2.) After the initial small arc the tube heats up and the mercury is vaporized. Electric arcs fight to work through the resistance of a gas, but over time more molecules of the gas become ionized. This makes it even easier for more electric current to pass through, so the arc gets wider and hotter. In the lamp as the first arc heats up, it begins to turn the solid mercury into a vapor, soon the arc is able to travel through the mercury vapor to reach the other main electrode on the opposite side of the discharge tube. There is less resistance on this path now and current stops flowing through the starting electrode, just as a river changes course to a path of least resistance, drying out the previous channel.

3.) After a mercury vapor arc strikes and heats, the halides vaporize and the halides dissociate. The metal atoms diffuse away from the arc to cooler areas and recombine with the halogen before they damage any part of the silica or electrodes. The lamp is now fully warmed up and produces its white light.

Metal halide work lamps are clearly visible in construction on the world trade center tower (there are no walls to block work lights yet in this photo)

Construction Materials:

The high pressure and temperature of this light would normally react and destroy the silica in normal glass. Fused quartz is used due to a high melting temperature, and by using halogens the destructive process is stopped.

Tungsten has the highest melting point of any metal and therefore it makes the best electrode material. The tungsten is treated with radioactive thorium (Thl4)(ThO2). This helps increase the life of the tungsten and lamp itself.

Metal halide is a favorite for sports field lighting

Borosilicate glass is used in the outer envelope (bulb) due to its ability to insulate as well as block UV-B radiation coming from the arc. The bulb also prevents users from touching and fouling the fused quartz discharge tube with oil from the skin. The mercury vapor arc in the metal halide lamp produces UV light. Borosilicate glass, also known as Pyrex insulates the lamp, insulating the lamp is extremely important to keep the color constant. Some halides have a lower vaporization point and will begin to drop out of the discharge if the lamp gets colder. The halides are designed in a balance to create the desired white light, loss of the the Agl halide for example will make the lamp turn more blue. Stabilizing the MH lamp arc and color was the main problem that Steinmetz wasn't equipped to solve in the first lamps of 1912.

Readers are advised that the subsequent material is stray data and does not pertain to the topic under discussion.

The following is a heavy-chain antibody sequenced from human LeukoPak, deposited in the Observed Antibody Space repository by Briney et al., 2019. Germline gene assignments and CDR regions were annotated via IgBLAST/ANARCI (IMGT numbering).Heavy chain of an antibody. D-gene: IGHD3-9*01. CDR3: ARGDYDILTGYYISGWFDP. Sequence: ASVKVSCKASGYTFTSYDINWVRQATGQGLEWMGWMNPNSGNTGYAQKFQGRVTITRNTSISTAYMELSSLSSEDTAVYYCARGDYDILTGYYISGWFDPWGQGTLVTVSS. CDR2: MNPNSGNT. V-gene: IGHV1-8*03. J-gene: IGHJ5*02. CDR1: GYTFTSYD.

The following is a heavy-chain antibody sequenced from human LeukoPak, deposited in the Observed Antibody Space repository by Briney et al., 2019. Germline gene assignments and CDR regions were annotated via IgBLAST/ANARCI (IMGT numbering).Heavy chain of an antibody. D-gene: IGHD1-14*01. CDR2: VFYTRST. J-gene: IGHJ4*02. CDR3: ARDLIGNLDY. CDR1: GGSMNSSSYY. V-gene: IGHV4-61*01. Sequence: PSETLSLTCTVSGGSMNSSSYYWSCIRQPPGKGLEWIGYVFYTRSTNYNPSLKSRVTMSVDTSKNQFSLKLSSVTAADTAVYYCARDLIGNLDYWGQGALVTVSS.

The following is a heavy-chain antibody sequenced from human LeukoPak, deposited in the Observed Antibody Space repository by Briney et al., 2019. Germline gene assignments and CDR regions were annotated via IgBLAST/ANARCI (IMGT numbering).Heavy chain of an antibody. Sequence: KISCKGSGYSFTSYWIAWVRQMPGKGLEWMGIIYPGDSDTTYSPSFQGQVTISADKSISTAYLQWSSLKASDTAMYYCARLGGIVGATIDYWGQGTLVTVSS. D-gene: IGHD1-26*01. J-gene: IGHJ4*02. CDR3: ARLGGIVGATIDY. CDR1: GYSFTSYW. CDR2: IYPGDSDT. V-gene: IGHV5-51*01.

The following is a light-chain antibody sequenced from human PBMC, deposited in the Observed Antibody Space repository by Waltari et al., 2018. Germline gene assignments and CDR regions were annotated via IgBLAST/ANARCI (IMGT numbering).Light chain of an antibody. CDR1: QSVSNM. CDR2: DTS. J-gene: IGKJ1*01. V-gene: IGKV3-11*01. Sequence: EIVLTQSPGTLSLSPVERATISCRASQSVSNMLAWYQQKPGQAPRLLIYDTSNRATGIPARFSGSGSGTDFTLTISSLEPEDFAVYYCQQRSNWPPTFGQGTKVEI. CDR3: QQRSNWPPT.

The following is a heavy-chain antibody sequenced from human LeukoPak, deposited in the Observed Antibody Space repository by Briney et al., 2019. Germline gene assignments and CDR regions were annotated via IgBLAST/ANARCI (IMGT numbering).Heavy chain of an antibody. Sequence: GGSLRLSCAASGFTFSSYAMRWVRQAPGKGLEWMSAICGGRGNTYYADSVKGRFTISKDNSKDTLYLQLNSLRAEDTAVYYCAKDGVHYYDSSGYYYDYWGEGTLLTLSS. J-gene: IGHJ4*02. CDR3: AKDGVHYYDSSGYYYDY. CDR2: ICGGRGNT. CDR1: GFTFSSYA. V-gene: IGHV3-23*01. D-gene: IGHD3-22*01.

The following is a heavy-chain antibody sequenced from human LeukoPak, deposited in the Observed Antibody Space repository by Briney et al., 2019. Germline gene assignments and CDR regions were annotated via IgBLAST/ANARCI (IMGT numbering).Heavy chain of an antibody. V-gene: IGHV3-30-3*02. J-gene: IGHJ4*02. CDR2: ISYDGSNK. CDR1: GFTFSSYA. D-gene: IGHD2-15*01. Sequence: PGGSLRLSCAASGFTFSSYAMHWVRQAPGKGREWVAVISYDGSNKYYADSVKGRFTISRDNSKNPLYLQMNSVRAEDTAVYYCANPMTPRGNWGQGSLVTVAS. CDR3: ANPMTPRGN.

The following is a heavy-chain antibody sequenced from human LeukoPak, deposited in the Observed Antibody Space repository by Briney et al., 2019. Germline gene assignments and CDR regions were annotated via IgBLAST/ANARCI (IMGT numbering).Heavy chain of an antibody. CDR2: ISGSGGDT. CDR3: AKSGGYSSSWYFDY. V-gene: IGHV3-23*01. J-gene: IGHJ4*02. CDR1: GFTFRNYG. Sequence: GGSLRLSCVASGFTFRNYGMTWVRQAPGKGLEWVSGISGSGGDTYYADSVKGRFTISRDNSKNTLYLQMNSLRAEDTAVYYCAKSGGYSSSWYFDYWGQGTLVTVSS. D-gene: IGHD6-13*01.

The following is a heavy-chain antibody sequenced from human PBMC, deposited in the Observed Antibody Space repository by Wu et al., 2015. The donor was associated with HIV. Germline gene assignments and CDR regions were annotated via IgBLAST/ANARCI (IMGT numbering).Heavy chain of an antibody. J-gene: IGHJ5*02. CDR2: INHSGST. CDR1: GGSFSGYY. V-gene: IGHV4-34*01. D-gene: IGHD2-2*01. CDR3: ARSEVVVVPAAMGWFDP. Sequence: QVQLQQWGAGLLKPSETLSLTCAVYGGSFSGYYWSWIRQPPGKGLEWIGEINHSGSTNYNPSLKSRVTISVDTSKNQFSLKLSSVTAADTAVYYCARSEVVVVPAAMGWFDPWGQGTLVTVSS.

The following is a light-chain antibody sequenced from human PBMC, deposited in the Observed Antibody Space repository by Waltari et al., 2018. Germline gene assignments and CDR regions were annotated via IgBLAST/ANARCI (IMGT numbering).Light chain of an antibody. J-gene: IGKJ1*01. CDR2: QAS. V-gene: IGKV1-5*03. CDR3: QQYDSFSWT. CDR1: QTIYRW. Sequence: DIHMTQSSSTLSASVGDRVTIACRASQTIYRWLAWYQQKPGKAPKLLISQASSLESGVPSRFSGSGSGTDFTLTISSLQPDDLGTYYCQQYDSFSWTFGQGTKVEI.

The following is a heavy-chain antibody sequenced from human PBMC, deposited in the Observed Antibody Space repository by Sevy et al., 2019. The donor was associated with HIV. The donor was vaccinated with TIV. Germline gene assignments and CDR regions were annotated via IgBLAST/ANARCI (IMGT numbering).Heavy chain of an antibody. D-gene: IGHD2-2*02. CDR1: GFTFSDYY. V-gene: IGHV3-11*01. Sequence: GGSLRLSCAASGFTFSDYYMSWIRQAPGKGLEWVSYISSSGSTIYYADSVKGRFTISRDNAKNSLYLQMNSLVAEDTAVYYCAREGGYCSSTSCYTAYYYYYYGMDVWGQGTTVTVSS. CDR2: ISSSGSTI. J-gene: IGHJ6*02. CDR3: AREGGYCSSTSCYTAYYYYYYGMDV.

Molybdenum is used in the seal of the discharge tube because it does not expand or soften easy, even under extremely high temperatures. Expansion of the electrode coming out of the discharge tube would crack or break the sealed tube which forms a flat seam on each end. Molybdenum is also highly resistant to corrosion and is also used in high strength steel, armor and electrical contacts.

Metal halide work lights on the Hudson River. You can clearly see the power of HID lamps here. Only spot and search lights are more powerful.

2. Variations and Uses

The first MH lamps had a large outer envelope. In the last 20 years engineers have been able to make a smaller MH lamp at higher pressures. The higher pressure means a higher efficiency as well.